After 21 Years – Lessons Learned and Experience Shared

After delivering ‘health checks’ and benchmarking the performance of advice practices for 21 years, the team at Business Health share some of the key learnings it has observed with regard client and practice…

After 21 Years – The Practice

This summary article focuses on key takeaways associated with the structure and activities of an advice business and how business mentors have a meaningful impact on the bottom line of advice practices…

 

 

Six Observations
Observation 1
While client numbers have significantly reduced over the years, the notional profitability of practices has remained static. It seems to us that practices today have effectively trod water in their search for an acceptable ROI – with the savings provided by technology, reduced client numbers and a more disciplined approach to charging (fee levels and structures) being more than offset by increasing operating costs, regulatory requirements and time pressures.

Observation 2
The need for scale has gradually and surely emerged over time as a key factor. Practices with annual revenue of $500K for example, are averaging a notional profitability level of just 10%. And while this may have been acceptable in years past, we don’t believe it is tenable going into 2021+. Add to this the comments of several respected industry commentators earlier this year, that a revenue level of closer to $1M will be required and it’s easy to see the enormity of the ‘scale challenge’.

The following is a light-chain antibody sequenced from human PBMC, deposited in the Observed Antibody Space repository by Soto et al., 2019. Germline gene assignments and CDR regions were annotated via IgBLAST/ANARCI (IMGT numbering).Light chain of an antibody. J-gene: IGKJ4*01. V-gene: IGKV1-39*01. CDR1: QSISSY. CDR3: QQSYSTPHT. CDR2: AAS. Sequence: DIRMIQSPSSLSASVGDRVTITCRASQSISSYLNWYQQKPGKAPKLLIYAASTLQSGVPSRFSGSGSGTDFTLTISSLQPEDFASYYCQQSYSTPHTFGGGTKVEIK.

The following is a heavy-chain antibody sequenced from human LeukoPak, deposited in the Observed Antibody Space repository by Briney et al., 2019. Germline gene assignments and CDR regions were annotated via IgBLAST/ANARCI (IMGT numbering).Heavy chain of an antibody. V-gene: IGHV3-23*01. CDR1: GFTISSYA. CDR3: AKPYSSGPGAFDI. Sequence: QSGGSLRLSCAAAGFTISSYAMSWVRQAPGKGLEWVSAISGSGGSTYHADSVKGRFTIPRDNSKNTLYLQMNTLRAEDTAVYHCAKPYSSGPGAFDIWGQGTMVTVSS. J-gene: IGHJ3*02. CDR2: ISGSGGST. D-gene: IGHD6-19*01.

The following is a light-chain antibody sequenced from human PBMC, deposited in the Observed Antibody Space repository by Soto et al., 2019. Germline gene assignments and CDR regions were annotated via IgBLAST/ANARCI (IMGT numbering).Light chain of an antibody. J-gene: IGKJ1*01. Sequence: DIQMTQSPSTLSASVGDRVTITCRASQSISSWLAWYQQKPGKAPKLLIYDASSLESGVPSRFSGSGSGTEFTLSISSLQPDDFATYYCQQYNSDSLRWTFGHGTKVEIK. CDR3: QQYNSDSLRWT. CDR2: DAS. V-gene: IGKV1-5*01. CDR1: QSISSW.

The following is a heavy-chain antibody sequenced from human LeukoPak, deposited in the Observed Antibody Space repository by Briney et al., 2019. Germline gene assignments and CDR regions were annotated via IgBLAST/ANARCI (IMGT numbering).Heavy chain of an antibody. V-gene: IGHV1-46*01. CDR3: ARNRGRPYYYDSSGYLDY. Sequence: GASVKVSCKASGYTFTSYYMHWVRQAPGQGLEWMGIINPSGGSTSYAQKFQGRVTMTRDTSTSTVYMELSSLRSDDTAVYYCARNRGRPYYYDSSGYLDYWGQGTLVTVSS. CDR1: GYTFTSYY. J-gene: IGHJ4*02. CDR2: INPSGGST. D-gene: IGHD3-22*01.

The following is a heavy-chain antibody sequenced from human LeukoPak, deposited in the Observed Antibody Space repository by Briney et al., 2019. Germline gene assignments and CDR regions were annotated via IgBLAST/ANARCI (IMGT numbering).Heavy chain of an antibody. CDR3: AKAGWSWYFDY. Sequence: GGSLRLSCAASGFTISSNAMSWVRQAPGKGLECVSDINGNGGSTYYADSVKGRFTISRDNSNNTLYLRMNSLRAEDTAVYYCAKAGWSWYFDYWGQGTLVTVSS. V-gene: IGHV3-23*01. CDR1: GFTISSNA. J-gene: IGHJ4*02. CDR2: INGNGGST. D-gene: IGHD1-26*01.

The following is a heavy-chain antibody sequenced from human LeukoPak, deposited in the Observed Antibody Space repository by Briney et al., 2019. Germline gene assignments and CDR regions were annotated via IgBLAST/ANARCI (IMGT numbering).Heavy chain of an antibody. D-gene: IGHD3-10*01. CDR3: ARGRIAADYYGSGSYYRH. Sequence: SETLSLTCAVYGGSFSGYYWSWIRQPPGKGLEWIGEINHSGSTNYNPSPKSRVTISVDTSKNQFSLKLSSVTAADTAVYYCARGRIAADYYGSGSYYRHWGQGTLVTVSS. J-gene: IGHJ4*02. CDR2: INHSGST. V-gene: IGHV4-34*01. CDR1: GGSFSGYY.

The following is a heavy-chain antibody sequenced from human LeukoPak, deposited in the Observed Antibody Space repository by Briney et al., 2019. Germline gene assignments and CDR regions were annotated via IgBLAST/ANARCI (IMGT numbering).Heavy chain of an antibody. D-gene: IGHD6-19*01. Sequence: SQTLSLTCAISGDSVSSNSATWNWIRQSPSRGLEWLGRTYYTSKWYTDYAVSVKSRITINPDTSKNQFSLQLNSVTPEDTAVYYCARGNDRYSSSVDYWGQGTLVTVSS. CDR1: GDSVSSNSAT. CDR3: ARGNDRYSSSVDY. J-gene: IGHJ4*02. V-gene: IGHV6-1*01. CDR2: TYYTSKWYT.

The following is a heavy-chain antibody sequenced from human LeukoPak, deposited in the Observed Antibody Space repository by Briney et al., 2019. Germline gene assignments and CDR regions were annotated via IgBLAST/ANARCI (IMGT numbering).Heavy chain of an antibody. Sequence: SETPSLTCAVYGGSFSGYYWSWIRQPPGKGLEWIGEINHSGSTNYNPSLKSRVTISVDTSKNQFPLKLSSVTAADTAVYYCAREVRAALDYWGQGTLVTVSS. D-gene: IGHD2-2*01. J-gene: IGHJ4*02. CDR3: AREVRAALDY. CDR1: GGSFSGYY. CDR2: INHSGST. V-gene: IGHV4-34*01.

Observation 3
The percentage of practices seeking external input/advice through a coach, advisory board or respected B/PDM has remained frustratingly low over the years – disproportionate to the value of the practice itself. When we consider the challenges of the 21st century, we can’t help but ask why haven’t more business owners sought advice, guidance and external input into their business?

Our frustration has only risen over the years when, we can see through our bi-annual Future Ready analyses, that those practices who engage with a coach etc on a regular basis, are achieving a higher level of profitability when compared to those who don’t.

Observation 4
As shown in the table (above), financial planning practices have not been very adept at putting in place plans for their own business. In much the same way as the plumber with a leaking tap at home, financial planners don’t plan very well for their own business.

While this trend has remained a major disappointment for us over the years, it has reached ‘alarm bell’ status in our view – the marketplace is simply too challenging to navigate without clearly thought out, documented and actionable business plans.

Observation 5
It’s perhaps the ultimate irony that we’ve seen no real progress in the area of succession or transition planning over the years. The percentage of practices with an effective plan in place, has continued to lag behind the owner’s advancing years – so much so that we believe that we’ve reached a critical point.

The fact that succession planning can be difficult, challenging and even daunting does not excuse owners from proactively taking control of their transition planning. If they don’t plan, they will remain vulnerable to the vagaries of the market and exposed to the real possibility of an increasing number of practices coming onto the market, a shortage of potential buyers and (surprise, surprise) reduced valuations.

Observation 6
The accumulator demographic which has comprised the major portion of the client base for most practices has obviously aged and has seemingly not been supplemented by a younger base. Clients aged 60+ now make up 55% of the clientele – significantly higher than the 38% stat of 2001. They have stayed and they have greyed. And they don’t have the same needs as they once did.